To obtain maximum comfort, cows at Horsens Homestead Farms rest on sand beds. 
PHOTO BY STACEY SMART
To obtain maximum comfort, cows at Horsens Homestead Farms rest on sand beds. PHOTO BY STACEY SMART
Jeff, Connie and Ryan Horsens
Horsens Homestead Farms LLC
Cecil, Wisconsin
Shawano County
1,300 cows

What is your current herd average, butterfat and protein? 33,041 pounds of milk, 3.9% butterfat and 3.15% protein.

How many times a day do you milk? If you do not milk 3X a day, have you tried it in the past? If you do milk 3X, how long have you done it? We have milked three times per day since 1996.

Do you contract your milk? Has it been successful for you? We use Dairy Revenue Protection on 90% of our milk. It has been successful for us because it gives us a sense of security that all of our costs are covered with extra money to spare.

Describe your housing and milking facility. We have two types of barns. We have two natural-ventilation barns that are sand-bedded. The dry cows are housed here as well as part of our milking herd. The cows in this barn are milked in a double-8 parallel parlor. We also have an 18-row cross-ventilated barn that is sand-bedded. The cows in this barn are milked by 12 Lely robots set up in an L formation.

What is your herd health program? Our herd health program consists of weekly pregnancy checks with our veterinarian. Our vaccination program we follow is according to the recommendations of our veterinarian.

What does your dry cow and transition program consist of? The length of the dry period is 54 days. Dry cows are housed in a natural ventilation barn with sand beds. They are fed a low energy straw-based ration. For calving, we use the just-in-time calving method. We have two maternity pens where they calve. We have a post-fresh cow pen where cows stay for 9-12 days before being placed in with the regular herd.

What is the composition of your ration? What has been one of your most recent changes that has been successful for you? Our ration consists of BMR corn silage, low legume haylage, soybean meal, minerals, canola, cotton seed, fat, whey and steamed flake corn. Our most recent change is adding whey which has been an economical source of energy.

Through the years you have been farming, what change has created the biggest jump in your herd average? Good cow comfort and a low cull rate allows us to milk a more mature herd which has helped our herd average in the past. Milking three times a day has also been beneficial. We’ve also seen an increase by using BMR corn silage that has been run through a kernel processing unit and low legume alfalfa. Striving to put up high-quality forages and using elite genetics throughout the years have also boosted our herd average.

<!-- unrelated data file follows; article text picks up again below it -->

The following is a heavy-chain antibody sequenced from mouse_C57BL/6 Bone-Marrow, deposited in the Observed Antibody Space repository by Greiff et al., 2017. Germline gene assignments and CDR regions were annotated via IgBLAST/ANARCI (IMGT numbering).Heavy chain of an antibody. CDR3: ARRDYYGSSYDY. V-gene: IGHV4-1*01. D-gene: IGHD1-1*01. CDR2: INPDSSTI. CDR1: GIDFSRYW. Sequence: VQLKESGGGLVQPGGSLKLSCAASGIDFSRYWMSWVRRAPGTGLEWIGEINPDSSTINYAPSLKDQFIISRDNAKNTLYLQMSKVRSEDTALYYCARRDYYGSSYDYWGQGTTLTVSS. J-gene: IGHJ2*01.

What role does genetics play in your production level, and what is your breeding program? Our breeding program consists of a first service double ovsynch program with no cherry picking. When it comes to genetics, we are focused on functional type and high milk bulls.

What type of improvements would you like to make that would increase your rolling herd average even higher? With our recent expansion in January of this year, our herd consists of 68% first-lactation heifers. We are looking forward to them calving in for their second, third and beyond lactations to increase our rolling herd average. We would also like to tunnel ventilate our natural ventilation barns to reduce summer crowding.

List three management strategies that have helped you attain your production and component level. Breeding cows back in a timely manner. Putting up quality forages. Consistency with daily routines and protocols. Also, our employees are vital to our success. They are a great group of people who love working with animals. We have been blessed with such a wonderful team of people.

Tell us about your farm. Our farm was homesteaded in 1879 by James and Sophie Horsens who had arrived from Denmark. The following Horsens have owned/operated the farm: George and Alma, Marshall and Edith, and Jeff and Connie who with our son, Ryan, operate it today. Ryan is the fifth generation to own/operate the farm. In 1996, we went from a stanchion barn milking 60 cows to a double-8 parallel parlor with a sand-bedded natural ventilation freestall barn milking 150 cows. By 2012, an additional sand-bedded natural ventilation freestall barn had been added with the herd growing to 500 cows. In the spring of 2019, after two years of researching and touring both within the United States and several other countries, we decided to expand our herd again by building an 18-row cross-ventilated barn to accommodate Ryan’s return to the farm. We decided this type of barn was best for achieving our goals. We also decided on 12 Lely A-5 robots to milk our cows. We placed those in an L formation, which we believe will help us reach our goal of 6,500 pounds of milk per robot per day. We have been in the new setup since January and could not be happier with our decision. Cows never missed a beat and are currently milking 3 pounds more per cow in the robot than in the parlor.